The media has such an important part to play in everyone’s life, and we see art and life imitating each other, so I think for certain it’s important to show women being multi-faceted characters, to be strong relationship leaders and one of the things I want to talk about in Sticky Door is learning to get some autonomy over my sex life and relationships with people and not falling into traps that I’d been led to believe were normal – being passive in relationships, or that I was something to look at not engage with as a person.
How do you think that plays into the orgasm inequality?
I think that’s down to not being given a voice as a young person. Sex education, for me, was nothing about consent, it was all about satisfaction. It was nothing at all about the clitoris, we didn’t learn any of that at school. In fact, our period talk was separate to the boys, I can understand why, but that’s only because there’s shame around it still. To talk about it is the first step in making it a normal part, and most of those boys will end up with women that they’ve been kept apart from for a very big part in his life.
So, we have to make it an issue we tackle together so men can go “Hey, what do you want, how can I satisfy you sexually? So the onus isn’t just on women to put up with bad sex; good sex is for everyone.
What do you think about Tinder and other dating apps?
So I have only been on Tinder – I was sorting of using in 2014. I thought it was – I used the words in my show – a “dick-pick metropolis”. My experience was that as soon as I go on, people are like “Do you want to see this?” and you’re like “Oh, no thanks!”. You know how when you say a word over thirty times and it loses all meaning? I was like, “I don’t know what this is anymore.” I found Tinder a cool option, I certainly noticed some people were hiding behind their messages and didn’t want to meet. I certainly felt that it was quite a vulnerable thing to meet strangers in a club and I always texted someone about where I was…but, I think it’s an inevitable part of the 21st century, I don’t think it’s going anywhere. But, I hope there are things in place that keep people safe. And also emotionally, if you are just there for a hook up, if you meet someone through Tinder and you just want to have sex with them, be clear about that, don’t leave them dangling, don’t ghost people – that’s rude – because it’s just a way for people to not be held accountable for their actions, like you would in real dating.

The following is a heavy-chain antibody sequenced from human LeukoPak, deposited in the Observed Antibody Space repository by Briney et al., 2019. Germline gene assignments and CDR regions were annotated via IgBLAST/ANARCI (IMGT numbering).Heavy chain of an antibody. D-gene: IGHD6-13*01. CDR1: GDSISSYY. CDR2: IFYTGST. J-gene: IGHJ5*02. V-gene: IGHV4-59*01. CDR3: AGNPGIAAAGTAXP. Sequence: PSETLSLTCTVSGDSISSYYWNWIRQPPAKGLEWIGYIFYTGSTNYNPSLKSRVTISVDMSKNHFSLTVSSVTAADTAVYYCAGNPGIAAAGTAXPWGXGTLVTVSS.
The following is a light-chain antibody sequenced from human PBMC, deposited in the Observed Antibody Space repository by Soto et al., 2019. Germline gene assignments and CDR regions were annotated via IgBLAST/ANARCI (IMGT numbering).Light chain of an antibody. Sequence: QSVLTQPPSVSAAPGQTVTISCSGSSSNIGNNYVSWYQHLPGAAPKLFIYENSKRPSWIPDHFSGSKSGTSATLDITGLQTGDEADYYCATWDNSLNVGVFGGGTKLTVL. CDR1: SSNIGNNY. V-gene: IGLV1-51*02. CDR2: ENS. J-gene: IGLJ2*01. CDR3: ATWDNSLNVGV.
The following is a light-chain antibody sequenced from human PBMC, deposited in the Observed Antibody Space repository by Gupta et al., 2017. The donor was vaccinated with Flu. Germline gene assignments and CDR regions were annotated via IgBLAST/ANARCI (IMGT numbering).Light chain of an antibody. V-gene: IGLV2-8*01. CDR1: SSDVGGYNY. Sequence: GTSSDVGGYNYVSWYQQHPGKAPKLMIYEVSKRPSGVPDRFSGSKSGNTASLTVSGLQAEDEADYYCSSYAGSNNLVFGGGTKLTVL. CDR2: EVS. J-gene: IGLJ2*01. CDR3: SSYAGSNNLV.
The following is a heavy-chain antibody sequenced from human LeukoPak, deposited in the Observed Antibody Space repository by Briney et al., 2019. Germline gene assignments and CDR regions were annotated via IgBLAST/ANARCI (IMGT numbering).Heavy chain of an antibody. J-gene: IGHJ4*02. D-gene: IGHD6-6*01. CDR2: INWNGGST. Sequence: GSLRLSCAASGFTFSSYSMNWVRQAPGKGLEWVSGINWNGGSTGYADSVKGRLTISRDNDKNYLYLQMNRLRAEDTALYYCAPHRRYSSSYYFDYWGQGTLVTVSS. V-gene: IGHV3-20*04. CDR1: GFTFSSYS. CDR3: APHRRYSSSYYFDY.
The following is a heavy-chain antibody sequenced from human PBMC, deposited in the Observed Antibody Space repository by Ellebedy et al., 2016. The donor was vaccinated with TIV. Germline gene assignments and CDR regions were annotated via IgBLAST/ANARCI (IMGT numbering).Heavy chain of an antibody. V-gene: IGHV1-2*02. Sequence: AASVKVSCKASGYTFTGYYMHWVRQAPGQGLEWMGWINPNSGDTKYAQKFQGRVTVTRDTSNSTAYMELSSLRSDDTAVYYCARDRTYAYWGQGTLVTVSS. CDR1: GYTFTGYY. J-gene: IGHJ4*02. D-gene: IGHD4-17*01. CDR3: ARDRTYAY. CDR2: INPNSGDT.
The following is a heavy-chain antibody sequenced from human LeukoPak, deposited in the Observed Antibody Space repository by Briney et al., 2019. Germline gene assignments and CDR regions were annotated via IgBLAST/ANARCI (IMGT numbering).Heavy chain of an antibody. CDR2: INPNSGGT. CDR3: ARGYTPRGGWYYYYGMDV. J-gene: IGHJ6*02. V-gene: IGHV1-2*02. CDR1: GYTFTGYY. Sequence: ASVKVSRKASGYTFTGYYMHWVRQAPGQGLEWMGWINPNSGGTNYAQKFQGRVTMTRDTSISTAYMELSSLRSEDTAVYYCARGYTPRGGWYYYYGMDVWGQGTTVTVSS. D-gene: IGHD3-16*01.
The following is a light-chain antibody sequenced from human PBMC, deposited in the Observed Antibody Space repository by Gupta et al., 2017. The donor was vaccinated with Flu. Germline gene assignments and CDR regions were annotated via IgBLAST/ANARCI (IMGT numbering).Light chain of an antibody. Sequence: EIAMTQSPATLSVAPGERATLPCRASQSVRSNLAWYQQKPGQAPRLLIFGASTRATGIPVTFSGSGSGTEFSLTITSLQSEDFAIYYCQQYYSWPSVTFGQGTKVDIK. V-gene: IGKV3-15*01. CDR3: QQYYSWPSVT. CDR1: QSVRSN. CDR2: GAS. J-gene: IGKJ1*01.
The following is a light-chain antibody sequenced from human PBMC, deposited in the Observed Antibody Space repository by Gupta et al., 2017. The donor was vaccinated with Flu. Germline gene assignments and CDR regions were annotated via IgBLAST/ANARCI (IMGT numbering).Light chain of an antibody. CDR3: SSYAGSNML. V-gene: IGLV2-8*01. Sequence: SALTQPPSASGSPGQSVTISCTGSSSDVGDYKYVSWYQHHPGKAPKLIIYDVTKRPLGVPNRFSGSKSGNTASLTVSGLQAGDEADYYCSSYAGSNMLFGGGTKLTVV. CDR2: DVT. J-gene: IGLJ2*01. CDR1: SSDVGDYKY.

So, you’re in the world of comedy, Do you think there are any topics that are sort of off limits for women, or rather even encouraged for women to make jokes about?
I am very new to the game, but I heard a podcast with Sarah Pascoe, and she said that Katherine Ryan was the first comedian she’d ever come across who was presenting herself as this very beautiful woman, and the role that women had to play before that was like “Oh, who would want to be with me?!” – was very self-deprecating and that’s certainly a space I take up. You were taught to be quiet, you were taught to be smaller and so comedy isn’t so much a welcome place for women but there are so many brilliant people coming forward and pushing boundaries.
(We talk about Alan Davies. His boyish grin that follows a usually incorrect answer to Sandy Toksvig’s questions on Q.I, which is met with the audience’s laughter as this middle-aged man becomes the nation’s cheeky nephew. Could a woman get away with his performative silliness?)
When a guy is on one of these panel shows– there are so many of them on these panel shows – they don’t represent all men. Whereas the token woman is often seen to be representing all women, which is impossible. I don’t want to keep watching an all male panel shows – an all white male panel show, I don’t want to see an all white panel show. Diversity has to be the next step in moving forward.
(We, inevitably, talk about Laurence Fox – a subject that is met with a mutual eyeroll)
When you have actors like that who are taking away voices from people with legitimate concerns, how do you combat that? Because, he’s on BBC Question Time, he’s taking up airtime – how do you fight back against that?